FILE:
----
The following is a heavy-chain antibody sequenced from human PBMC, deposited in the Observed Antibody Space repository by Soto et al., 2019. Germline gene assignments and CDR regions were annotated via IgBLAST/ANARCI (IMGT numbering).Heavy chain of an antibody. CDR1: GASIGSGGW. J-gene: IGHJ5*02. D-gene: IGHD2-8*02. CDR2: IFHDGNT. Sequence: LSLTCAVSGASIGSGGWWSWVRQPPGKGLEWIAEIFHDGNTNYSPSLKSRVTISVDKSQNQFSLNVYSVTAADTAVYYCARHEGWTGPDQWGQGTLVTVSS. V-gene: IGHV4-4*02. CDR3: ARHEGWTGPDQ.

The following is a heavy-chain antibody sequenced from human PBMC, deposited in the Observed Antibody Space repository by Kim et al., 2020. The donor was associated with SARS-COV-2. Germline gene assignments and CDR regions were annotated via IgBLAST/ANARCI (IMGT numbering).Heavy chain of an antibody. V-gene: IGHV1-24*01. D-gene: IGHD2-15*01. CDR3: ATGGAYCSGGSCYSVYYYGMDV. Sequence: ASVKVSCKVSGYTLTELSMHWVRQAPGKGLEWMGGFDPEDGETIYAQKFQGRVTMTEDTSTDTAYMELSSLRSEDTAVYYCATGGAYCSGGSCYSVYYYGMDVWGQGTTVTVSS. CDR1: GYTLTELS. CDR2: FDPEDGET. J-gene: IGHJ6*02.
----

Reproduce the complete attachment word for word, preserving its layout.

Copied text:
The following is a heavy-chain antibody sequenced from human PBMC, deposited in the Observed Antibody Space repository by Soto et al., 2019. Germline gene assignments and CDR regions were annotated via IgBLAST/ANARCI (IMGT numbering).Heavy chain of an antibody. CDR1: GASIGSGGW. J-gene: IGHJ5*02. D-gene: IGHD2-8*02. CDR2: IFHDGNT. Sequence: LSLTCAVSGASIGSGGWWSWVRQPPGKGLEWIAEIFHDGNTNYSPSLKSRVTISVDKSQNQFSLNVYSVTAADTAVYYCARHEGWTGPDQWGQGTLVTVSS. V-gene: IGHV4-4*02. CDR3: ARHEGWTGPDQ.

The following is a heavy-chain antibody sequenced from human PBMC, deposited in the Observed Antibody Space repository by Kim et al., 2020. The donor was associated with SARS-COV-2. Germline gene assignments and CDR regions were annotated via IgBLAST/ANARCI (IMGT numbering).Heavy chain of an antibody. V-gene: IGHV1-24*01. D-gene: IGHD2-15*01. CDR3: ATGGAYCSGGSCYSVYYYGMDV. Sequence: ASVKVSCKVSGYTLTELSMHWVRQAPGKGLEWMGGFDPEDGETIYAQKFQGRVTMTEDTSTDTAYMELSSLRSEDTAVYYCATGGAYCSGGSCYSVYYYGMDVWGQGTTVTVSS. CDR1: GYTLTELS. CDR2: FDPEDGET. J-gene: IGHJ6*02.